The Daily Titan recently sat down with Titan Athletic Director Brian Quinn to ask him about the state of Titan Athletics. In the interview Quinn spoke about baseball's annual success, the possibility of football in Fullerton's future, our placement in Stack Magazine's Top 50 Colleges for academically minded athletes, the schools recent accolades from the National Association of Collegiate Directors of Athletics and the future of Titan sports.
DT: How do you feel about Fullerton's recent achievements, being the architect of our program?
Brian Quinn: I feel very good. It's really the student-athletes who deserve all of the credit. It's certainly not the athletic director. It's the students who are doing it in the classroom and on the playing fields and courts. These kids have bought into what we're trying to do here and that is be[ing] successful, both academically and athletically. I think I've preached over and over since I've been here with the coaches that it's what you do in the beginning, not what you do at the end. So bring in good kids. If you bring them in on the front end, you have a much better chance that they'll come out on the back end successful. But if you bring in kids that are trouble and have problems, then it's really hard to turn those kids around.
DT: How do you find the balance between finding athletes that will keep you athletically competitive and ones who are going to do well academically?
BQ: If you look at our most successful programs, the ones that are really doing well, then you look at the kids and how well they do academically and you look at those programs -- It's not just chance. It's no accident when they go out and recruit that they're looking for kids that are going to be successful on the fields as well as in the classroom[s]. It takes work. It's a lot harder to recruit when you look for both … You have to get in the homes. [You have to ask] who are the parents? What's their [the student's] background? What kind of education has this kid had? Now, that doesn't mean that you can't find kids who don't have all those things. We have great kids who might not have the good fortune of all of that in the home, so I'm not saying that's the only thing at all, but when you recruit you try to look at the whole package. What kind of a kid is this? What kind of values does this kid have? Do we take some chances sometimes? Of course we do. And do you try to help kids, and have we done that here? Absolutely. We have taken kids who are at-risk students, but we've helped them become successful and get their degrees, and that's the ultimate reward.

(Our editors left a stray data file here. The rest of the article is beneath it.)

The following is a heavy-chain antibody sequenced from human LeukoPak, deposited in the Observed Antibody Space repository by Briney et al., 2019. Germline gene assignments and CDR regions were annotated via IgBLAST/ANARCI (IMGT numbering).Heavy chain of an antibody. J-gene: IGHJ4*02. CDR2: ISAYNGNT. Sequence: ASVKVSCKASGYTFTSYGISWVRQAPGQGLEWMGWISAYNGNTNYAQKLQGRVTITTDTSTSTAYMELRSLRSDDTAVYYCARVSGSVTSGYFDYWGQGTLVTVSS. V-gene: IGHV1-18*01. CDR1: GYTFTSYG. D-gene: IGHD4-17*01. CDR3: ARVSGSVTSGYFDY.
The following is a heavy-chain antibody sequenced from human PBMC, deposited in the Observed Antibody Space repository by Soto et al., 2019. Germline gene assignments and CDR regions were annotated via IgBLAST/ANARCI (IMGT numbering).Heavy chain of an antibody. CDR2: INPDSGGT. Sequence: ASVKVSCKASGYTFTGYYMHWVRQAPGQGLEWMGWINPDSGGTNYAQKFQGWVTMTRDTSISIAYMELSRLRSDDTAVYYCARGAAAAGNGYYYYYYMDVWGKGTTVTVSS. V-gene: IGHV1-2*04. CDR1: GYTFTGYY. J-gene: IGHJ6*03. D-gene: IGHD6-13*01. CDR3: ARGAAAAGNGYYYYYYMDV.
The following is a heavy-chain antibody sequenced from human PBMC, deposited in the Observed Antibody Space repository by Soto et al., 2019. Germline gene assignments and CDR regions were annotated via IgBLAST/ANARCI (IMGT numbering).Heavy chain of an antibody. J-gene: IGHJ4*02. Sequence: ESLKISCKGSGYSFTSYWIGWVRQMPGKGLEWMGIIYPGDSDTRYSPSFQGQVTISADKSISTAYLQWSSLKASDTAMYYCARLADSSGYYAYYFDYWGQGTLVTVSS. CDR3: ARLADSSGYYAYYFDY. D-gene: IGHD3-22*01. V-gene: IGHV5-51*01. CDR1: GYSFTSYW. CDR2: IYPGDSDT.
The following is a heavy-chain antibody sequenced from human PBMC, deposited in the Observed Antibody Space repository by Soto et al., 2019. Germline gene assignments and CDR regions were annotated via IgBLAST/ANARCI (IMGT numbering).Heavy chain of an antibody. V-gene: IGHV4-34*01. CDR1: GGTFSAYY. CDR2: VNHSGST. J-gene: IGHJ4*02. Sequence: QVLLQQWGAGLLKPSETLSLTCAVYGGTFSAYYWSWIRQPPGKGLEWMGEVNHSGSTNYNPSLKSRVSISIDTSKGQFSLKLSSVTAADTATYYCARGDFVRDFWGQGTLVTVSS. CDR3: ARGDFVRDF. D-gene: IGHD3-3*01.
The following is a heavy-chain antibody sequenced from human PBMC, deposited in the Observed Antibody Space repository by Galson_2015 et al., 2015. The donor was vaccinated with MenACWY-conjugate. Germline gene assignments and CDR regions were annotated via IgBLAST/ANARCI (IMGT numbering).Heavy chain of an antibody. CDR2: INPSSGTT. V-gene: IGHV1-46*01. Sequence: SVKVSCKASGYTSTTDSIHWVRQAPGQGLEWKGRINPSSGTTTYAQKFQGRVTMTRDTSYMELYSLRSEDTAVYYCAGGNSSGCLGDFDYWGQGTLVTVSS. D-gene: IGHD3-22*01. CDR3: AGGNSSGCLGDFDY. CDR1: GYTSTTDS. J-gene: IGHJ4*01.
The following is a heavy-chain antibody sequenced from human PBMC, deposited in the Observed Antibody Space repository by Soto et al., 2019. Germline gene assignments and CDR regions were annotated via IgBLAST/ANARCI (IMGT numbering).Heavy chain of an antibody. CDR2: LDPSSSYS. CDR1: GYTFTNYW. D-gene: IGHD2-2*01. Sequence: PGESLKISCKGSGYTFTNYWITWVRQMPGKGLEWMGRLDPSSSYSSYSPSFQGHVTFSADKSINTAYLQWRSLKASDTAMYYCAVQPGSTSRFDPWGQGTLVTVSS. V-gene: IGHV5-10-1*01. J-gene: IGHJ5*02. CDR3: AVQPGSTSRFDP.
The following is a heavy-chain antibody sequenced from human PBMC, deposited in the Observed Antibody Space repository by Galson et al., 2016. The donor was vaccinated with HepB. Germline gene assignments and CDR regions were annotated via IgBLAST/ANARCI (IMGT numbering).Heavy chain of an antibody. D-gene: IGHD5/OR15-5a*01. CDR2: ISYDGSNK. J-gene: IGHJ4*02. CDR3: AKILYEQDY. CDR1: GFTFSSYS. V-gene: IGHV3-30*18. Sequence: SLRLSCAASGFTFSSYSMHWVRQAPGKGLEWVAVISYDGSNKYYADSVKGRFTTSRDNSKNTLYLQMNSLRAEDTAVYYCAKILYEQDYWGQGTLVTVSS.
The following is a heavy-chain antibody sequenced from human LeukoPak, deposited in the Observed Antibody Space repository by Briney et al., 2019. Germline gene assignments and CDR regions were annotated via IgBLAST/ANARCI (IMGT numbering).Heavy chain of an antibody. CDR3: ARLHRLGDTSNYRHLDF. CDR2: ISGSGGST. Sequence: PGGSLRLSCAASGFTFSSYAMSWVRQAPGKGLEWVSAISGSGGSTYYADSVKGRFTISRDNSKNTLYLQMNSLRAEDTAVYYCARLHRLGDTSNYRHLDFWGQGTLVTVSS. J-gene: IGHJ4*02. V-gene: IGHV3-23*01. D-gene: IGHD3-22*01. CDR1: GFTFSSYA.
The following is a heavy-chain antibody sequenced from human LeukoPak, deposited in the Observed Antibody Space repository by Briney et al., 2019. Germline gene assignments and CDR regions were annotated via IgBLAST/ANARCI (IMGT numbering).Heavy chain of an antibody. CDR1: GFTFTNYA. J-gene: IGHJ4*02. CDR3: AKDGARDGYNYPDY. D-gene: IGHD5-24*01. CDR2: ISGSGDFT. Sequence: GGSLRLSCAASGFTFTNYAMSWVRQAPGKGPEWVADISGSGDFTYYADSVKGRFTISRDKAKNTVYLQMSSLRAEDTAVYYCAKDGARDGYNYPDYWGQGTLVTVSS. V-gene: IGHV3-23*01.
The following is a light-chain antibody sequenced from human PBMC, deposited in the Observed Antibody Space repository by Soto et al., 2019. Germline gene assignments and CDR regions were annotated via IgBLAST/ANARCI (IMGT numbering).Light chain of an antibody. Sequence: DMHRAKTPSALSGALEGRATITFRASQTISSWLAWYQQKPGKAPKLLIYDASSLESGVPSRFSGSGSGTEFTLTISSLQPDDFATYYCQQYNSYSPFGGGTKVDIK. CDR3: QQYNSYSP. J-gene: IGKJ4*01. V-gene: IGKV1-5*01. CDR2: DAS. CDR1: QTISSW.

DT: Is this something that you've always instilled -- the academic side to athletics?
BQ: I have a real commitment to it and a lot of other people do too. It takes a team. You just have to keep talking. Keep telling people to do it the right way, you'll win. The truth is, as our academics have gone up, so has our athletics. Teams are better than they were, and if you look at the past, when we didn't do as well academically, we didn't do as well athletically. You have to tell them, 'This is the mission and this is what we expect,' and if you've got good people, they're going to do it.